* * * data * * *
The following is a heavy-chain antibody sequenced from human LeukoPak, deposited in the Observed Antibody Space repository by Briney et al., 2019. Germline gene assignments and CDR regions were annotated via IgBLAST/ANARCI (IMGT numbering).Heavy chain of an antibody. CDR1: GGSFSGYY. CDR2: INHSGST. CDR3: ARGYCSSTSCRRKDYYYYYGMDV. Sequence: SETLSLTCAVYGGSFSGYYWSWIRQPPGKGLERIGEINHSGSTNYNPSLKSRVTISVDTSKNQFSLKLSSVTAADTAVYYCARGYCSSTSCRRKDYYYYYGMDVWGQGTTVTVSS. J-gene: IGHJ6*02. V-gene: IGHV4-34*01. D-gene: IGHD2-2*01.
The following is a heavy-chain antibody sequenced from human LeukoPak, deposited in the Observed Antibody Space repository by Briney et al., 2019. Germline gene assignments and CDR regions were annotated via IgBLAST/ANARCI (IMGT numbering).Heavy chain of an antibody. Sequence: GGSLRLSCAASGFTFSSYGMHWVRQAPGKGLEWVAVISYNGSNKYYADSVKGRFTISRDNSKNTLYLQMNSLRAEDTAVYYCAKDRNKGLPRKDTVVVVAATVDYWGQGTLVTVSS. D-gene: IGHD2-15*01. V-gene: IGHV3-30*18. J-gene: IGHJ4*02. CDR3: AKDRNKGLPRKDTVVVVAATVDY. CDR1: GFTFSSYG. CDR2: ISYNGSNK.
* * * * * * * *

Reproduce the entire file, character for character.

The following is a heavy-chain antibody sequenced from human LeukoPak, deposited in the Observed Antibody Space repository by Briney et al., 2019. Germline gene assignments and CDR regions were annotated via IgBLAST/ANARCI (IMGT numbering).Heavy chain of an antibody. CDR1: GGSFSGYY. CDR2: INHSGST. CDR3: ARGYCSSTSCRRKDYYYYYGMDV. Sequence: SETLSLTCAVYGGSFSGYYWSWIRQPPGKGLERIGEINHSGSTNYNPSLKSRVTISVDTSKNQFSLKLSSVTAADTAVYYCARGYCSSTSCRRKDYYYYYGMDVWGQGTTVTVSS. J-gene: IGHJ6*02. V-gene: IGHV4-34*01. D-gene: IGHD2-2*01.
The following is a heavy-chain antibody sequenced from human LeukoPak, deposited in the Observed Antibody Space repository by Briney et al., 2019. Germline gene assignments and CDR regions were annotated via IgBLAST/ANARCI (IMGT numbering).Heavy chain of an antibody. Sequence: GGSLRLSCAASGFTFSSYGMHWVRQAPGKGLEWVAVISYNGSNKYYADSVKGRFTISRDNSKNTLYLQMNSLRAEDTAVYYCAKDRNKGLPRKDTVVVVAATVDYWGQGTLVTVSS. D-gene: IGHD2-15*01. V-gene: IGHV3-30*18. J-gene: IGHJ4*02. CDR3: AKDRNKGLPRKDTVVVVAATVDY. CDR1: GFTFSSYG. CDR2: ISYNGSNK.